• Based on what they have learned about conductors and insulators they choose material to insulate the box

  • Draw a labelled diagram of your solar oven

Test the oven outside on a sunny day

Temperatures can be taken every five minutes and recorded in a data table and displayed in a column graph
What is the heat source? How is heat being transferred?

Can you improve the efficiency of your oven?

What did you do? Did your oven work better? Why?
Cooking with the oven

On a sunny day cook with the oven. (use oven gloves and wear sunglasses and hats)

Foods that could be cooked in the oven include popcorn, mini pizzas, s’mores
Launch a Solar Hot Air Balloon: Class Activity (can be done while the food is cooking!)

The balloon will visually demonstrate the power of solar energy.

  1. Fill the balloon with air. Tie the balloon.

  2. Add a long cord students have marked off in ten centimeter increments so that elevation can be measured.

  3. As the black balloon is allowed to sit in the sun, it will heat up and begin to rise.

  4. Start timing as soon as the balloon begins to rise. Record the elevation every minute. Use Solar Balloon handout to record the results.

  5. Each student now constructs a simple line graph of elevation vs time

Discussion questions: Why did the balloon begin to rise? Did it rise at a constant rate?

Summative Assessment of SU

Students complete an investigation in which they:

  • Work in teams to construct a simple solar oven
  • Measure, observe, record data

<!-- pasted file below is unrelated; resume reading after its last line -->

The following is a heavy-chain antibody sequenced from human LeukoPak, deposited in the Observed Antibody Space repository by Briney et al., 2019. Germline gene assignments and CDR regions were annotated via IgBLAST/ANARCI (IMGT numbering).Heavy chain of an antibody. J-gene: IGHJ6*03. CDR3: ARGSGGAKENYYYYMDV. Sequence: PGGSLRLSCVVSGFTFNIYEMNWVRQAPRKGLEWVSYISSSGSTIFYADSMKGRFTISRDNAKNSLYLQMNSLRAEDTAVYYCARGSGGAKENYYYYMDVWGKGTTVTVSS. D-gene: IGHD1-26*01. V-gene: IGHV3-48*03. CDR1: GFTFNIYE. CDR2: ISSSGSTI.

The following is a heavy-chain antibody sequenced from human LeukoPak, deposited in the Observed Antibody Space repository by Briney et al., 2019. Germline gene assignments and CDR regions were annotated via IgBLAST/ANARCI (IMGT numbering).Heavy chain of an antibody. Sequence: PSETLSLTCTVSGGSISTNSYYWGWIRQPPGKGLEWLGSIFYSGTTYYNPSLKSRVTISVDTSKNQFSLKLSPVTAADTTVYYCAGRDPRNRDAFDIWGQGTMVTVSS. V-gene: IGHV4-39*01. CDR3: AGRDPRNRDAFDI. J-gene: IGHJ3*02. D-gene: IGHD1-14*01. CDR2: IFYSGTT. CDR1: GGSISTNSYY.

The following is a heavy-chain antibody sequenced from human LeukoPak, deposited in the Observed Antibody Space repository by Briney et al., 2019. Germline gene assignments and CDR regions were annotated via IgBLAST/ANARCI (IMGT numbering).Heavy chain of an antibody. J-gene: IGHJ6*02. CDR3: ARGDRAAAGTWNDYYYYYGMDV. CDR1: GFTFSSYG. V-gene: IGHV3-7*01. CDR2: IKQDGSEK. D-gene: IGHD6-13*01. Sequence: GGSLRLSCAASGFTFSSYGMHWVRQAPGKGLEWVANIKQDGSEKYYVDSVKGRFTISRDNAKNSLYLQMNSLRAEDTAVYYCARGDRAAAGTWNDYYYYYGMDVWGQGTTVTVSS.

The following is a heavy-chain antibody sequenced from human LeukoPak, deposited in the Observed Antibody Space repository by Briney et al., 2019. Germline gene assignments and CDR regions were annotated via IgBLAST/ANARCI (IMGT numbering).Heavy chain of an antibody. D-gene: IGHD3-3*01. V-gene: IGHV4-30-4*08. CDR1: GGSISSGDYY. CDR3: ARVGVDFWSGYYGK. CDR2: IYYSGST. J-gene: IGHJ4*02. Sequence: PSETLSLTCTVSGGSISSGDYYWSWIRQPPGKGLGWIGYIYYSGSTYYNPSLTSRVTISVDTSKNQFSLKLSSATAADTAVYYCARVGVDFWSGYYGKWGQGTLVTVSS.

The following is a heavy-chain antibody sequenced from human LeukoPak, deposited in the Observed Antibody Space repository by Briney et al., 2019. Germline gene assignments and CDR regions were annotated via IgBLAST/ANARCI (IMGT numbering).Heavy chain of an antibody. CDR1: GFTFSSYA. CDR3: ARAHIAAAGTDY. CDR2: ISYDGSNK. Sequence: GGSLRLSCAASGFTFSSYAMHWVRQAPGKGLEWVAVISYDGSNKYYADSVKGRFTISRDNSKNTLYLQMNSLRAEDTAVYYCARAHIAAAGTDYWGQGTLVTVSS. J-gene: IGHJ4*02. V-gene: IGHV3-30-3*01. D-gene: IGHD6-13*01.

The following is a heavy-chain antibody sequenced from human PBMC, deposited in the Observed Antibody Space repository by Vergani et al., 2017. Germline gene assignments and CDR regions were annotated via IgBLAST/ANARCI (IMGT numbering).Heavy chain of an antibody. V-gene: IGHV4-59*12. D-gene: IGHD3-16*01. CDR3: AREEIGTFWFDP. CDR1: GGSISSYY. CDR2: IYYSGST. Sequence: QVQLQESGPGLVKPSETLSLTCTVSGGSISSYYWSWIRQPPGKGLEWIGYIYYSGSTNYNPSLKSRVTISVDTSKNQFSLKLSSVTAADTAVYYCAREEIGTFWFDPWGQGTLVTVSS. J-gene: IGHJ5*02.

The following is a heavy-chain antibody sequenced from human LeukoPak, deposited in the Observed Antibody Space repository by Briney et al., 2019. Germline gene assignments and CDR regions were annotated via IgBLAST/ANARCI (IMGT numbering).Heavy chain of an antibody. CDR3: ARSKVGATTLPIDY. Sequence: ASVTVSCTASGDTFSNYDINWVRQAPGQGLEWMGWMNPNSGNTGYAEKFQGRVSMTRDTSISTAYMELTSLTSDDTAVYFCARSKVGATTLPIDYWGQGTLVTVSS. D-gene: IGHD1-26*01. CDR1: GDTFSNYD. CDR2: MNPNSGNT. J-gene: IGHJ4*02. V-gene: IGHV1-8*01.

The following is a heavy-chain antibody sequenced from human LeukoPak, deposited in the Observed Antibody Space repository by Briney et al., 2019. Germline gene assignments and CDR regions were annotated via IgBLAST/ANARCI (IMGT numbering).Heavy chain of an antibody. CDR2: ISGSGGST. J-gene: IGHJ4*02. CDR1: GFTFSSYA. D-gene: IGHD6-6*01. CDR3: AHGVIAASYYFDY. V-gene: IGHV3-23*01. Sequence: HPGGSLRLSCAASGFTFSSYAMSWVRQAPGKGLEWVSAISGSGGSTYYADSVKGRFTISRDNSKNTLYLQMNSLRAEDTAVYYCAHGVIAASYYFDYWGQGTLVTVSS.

• Present investigation results in a simple graph or table

  • Evaluate their method and suggest improvements

Summative Assessment of SIS

  • Measure, observe, record data

  • Construct a simple graph


How can we use solar energy to build a more sustainable future?

(What do you want the student to know? What representations will provide evidence that they understand the concepts?)

Teacher background information

In our modern day environment, flipping a switch to abundant energy supplies is usually an unconscious act with little awareness of the critical issues that lie behind it.  But many of the world’s inhabitants do not have a switch to flip. About half the inhabitants of the Earth cook over wood fires — 45% of the world’s wood is used as fuel.  But there’s not enough to go round:  some 2.4 billion people are now facing shortages of fuel wood. Meanwhile deforestation helps cause climate change, floods and soil erosion, increasing environmental degradation, and increasing poverty and hunger. Wood smoke from cooking fires is a major source of air-pollution and an outright killer:  it causes respiratory infections which kill at least 5 million young children each year. At the same time millions of people do not have access to clean drinking water, causing widespread disease, especially among children:  the WHO says diseases spread through contaminated water cause 80% of the world’s illnesses.

There’s a simple answer to help ease some of these problems, that can save millions of trees, provide clean, safe drinking water, doesn’t pollute, and that costs very little –a solar cooker.






As a class investigate how and why solar ovens are being used to better peoples lives in such places as Kenya, Rwanda and Afghanistan.

Each student can contribute ideas, thoughts, research, pictures or questions to a SOLAR SAVES project board in the classroom.

Summative Assessment of SHE, SU and Lit

  • Science journal entries

  • Class discussions

  • Science Project board contributions


Source: “Understanding by Design” Professional Development Workbook Jay McTighe and Grant Wiggins ISBN 1 74101 694 0

Kate Dilger CESA 2011